The Ice Road Truckers have been pushed to their limits, hauling supplies to some of the most remote towns of the Great White North in the face of hundred-foot cliffs, hairpin curves, steep mountain ice and the deadliest ice passage in North America. Theirs is a classic story of adventure, perseverance, human ingenuity and pulse-pounding survival.
No matter who the driver is, even the most seasoned truckers will find themselves up against it. Think you're up to the challenge? Here is our Ice Road Trucker Survival Guide for everything you'll need to know for your next Arctic adventure by glaciers.
Protect your eyes
Niphablepsia, or 'snow blindness', is a painful condition caused by the exposure of unprotected eyes to ultraviolet rays or sunlight reflected from the surface of snow. These rays can burn the cornea and cause extreme discomfort, with symptoms including a gritty feeling beneath the eyelids, swelling and double vision. Those who travel to high-altitude regions, where the intensity of UV rays increases five percent for every 1,000 feet of elevation, are at special risk. So pack your sunglasses.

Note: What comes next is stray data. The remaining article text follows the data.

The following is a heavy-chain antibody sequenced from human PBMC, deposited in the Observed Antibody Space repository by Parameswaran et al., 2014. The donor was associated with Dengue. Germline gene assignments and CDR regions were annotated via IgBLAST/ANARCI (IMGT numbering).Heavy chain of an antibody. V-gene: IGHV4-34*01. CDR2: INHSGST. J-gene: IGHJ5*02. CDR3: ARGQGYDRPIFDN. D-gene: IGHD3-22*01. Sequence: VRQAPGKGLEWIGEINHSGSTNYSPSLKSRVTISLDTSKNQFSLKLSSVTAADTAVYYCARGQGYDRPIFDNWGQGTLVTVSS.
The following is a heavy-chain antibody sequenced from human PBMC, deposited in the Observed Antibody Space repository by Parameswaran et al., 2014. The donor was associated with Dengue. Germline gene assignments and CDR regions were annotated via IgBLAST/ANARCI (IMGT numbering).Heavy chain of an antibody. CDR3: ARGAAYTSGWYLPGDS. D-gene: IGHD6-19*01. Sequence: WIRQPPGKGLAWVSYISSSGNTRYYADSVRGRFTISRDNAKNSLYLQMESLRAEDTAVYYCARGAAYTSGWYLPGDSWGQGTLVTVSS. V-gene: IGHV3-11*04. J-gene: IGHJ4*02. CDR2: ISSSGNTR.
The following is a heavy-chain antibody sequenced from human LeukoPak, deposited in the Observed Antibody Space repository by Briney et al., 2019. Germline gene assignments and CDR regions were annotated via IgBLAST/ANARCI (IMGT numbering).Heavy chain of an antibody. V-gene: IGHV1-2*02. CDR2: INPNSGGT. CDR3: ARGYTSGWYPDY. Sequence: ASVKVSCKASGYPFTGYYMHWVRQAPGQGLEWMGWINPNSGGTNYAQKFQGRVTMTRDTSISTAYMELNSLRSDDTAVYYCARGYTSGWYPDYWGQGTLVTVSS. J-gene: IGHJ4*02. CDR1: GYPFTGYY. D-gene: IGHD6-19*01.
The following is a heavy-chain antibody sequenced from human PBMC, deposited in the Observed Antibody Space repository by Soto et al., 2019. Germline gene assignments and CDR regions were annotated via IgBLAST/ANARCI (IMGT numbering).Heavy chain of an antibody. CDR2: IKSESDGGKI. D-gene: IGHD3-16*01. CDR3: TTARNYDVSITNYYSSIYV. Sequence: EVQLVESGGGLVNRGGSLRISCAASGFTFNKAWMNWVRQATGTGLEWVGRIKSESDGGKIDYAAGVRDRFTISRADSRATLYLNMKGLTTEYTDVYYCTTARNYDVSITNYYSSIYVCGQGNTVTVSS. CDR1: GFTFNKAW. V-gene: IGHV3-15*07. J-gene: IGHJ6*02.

Do not run
Welcome to polar bear country, home to one of the most powerful predators on this planet. While his normal food is seal, they can kill an adult walrus at twice the bea's weight and have even been known to attack humans. However, they have an important place in the cultural traditions of Alaska Natives, engendering both fear and respect. If you encounter a bear, let him know you're human - make noise, wave your arms and talk. Do not run. If the bear attacks, defend yourself by fighting back, hitting him on the nose and face.
How are you going to find your drop off point without directions? Must-have items for a trip across the ice include a map and compass, as well as the knowledge of how to use them. Taken a wrong turning? Found yourself in a tight spot? You might also consider a Personal Locator Beacon, which will send a satellite signal to a ground receiving station that in turn alerts a rescue agency of your location.
When you're exposed to cold weather, your blood vessels constrict and the flow of blood to the skin is reduced. This results in an overall slowdown of the circulatory system and a rise in blood pressure, which the body combats by getting rid of as much fluid as possible through urine production. Known as 'cold dieresis', this phenomenon explains why you have to visit the bathroom more often when it's cold. But, in the bleak, harsh wilds of the north, portaloos are few and far between. You might want to wrap up warm; pack layers, gloves and a sturdy, warm pair of boots. After all - how well can you navigate this dangerous terrain with frostbitten fingers, swollen painful feet or hypothermia?